Global transcriptional analyses via microarrays provide wonderful genome-scale views of gene expression, and inevitably supply multiple avenues for more detailed, gene-specific studies. Here, we chose to explore global gene expression patterns in three closely related but phenotypically unique Bacillus strains in two very different atmospheric growth conditions (CO2/bicarbonate versus O2). The data presented highlight both conservation and divergence amongst the three Bacilli, and in particular, revealed a high level of atmosphere-dependent genetic regulation for the two pathogenic strains (B. cereus G9241 and B. anthracis). A set of genes involved in general metabolic processes showed a conserved pattern of differential expression in all three strains between the two growth conditions, and mutagenesis experiments might reveal how vital these genes are for the genus Bacillus as a whole. Conversely, genes involved in motility, S-layer structures, and pathogenesis appeared to be expressed in a regulated manner only in the pathogens, suggesting that these microbes are able to modify their metabolic and structural features in a more profound way in response to the environment. In particular, transcription of genes located on virulence plasmids for G9241 and B. anthracis only showed increased expression in the CO2 environment, while the one plasmid of B. cereus 10987, despite being ancestrally derived from the pXO1 plasmid family, did not show any regulatory, transcriptional changes between the two conditions. Interestingly, G9241 did not display motility when grown planktonically in CO2/bicarbonate, but rather appeared to be upregulating capsule production in this putatively host-like environment. The most unusual finding was that, unlike B. anthracis, G9241 may utilize both PlcR and AtxA regulators, but each in a different growth condition. Gene-specific mutagenesis and biochemical strategies will surely continue to elucidate the complex regulatory repertoires of these interesting bacteria.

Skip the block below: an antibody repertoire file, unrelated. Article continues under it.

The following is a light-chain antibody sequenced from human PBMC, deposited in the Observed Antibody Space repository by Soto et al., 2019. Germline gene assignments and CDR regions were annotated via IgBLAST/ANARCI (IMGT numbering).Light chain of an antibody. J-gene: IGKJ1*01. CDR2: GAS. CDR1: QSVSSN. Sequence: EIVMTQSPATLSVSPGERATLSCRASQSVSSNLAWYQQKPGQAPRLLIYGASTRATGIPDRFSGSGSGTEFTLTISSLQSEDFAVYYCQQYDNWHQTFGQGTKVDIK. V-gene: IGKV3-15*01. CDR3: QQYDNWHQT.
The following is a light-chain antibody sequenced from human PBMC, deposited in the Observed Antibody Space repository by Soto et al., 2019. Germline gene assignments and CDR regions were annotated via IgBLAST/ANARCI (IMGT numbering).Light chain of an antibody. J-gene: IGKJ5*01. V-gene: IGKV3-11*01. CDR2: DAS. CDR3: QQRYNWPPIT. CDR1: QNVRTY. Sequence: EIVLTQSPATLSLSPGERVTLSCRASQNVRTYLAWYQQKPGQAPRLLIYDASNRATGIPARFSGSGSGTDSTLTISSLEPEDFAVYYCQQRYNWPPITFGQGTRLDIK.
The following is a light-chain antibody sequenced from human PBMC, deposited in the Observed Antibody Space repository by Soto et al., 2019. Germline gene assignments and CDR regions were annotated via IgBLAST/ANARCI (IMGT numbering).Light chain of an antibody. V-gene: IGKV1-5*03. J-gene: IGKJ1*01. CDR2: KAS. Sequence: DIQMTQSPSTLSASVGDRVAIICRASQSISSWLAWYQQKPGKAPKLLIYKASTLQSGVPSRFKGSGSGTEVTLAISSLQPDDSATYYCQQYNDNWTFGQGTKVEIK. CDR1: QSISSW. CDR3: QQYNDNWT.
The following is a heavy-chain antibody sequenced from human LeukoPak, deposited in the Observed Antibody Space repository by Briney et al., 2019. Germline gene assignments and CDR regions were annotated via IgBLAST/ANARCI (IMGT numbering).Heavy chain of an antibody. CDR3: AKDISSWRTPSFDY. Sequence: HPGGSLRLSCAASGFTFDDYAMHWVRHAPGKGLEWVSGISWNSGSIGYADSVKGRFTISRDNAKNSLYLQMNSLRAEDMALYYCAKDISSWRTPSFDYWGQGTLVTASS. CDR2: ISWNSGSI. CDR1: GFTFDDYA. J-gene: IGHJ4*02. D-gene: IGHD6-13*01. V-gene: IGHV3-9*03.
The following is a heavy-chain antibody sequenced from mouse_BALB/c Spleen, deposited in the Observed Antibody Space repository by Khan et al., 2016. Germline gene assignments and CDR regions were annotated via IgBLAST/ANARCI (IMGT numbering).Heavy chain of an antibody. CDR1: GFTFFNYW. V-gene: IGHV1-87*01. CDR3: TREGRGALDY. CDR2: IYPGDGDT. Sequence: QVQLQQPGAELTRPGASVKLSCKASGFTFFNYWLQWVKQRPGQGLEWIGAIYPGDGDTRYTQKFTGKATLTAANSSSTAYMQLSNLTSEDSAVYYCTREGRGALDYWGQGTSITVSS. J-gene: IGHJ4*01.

Materials and Methods
Bacterial strains and culture conditions for RNA isolation
Strains used in this study are Bacillus anthracis Sterne (34F2); Bacillus cereus G9241 (acquired from the Centers for Disease Control (CDC), Atlanta, GA); and Bacillus cereus 10987 (acquired from the American Type Culture Collection (ATCC)). Overnight cultures were started by picking a fresh colony from a TSA blood agar plate (B. anthracis was negative for hemolysis, and B. cereus strains showed positive hemolysis) and inoculating 5 ml of Luria-Bertani (LB) medium and grown at 37°C with shaking at 150 rpm. Overnight cultures were back-diluted in the morning to an optical density (600 nm) (OD600) of 0.1 in 5 ml of LB medium and allowed to recover to OD600 0.3. These cultures were then used to inoculate 60 ml of Modified G Medium (MGM) (recipe available at http://bergmanlab.biology.gatech.edu/), or 60 ml of MGM+0.8% sodium bicarbonate (NaHCO3−), to an OD600 of 0.01, in 500 ml volume erlenmeyer flasks. Cells were grown to mid-exponential phase (OD600 0.4–0.5) at 37°C with shaking at 250 rpm. Cells were grown in either ambient air (MGM only) or in the presence of 14–15% CO2 (MGM+0.8% NaHCO3−). All flasks were sealed with “Bugstopper” vented plugs (Fisher Scientific) to allow gas exchange. All experiments were performed such that 4 biological replicates were collected for each strain in each condition.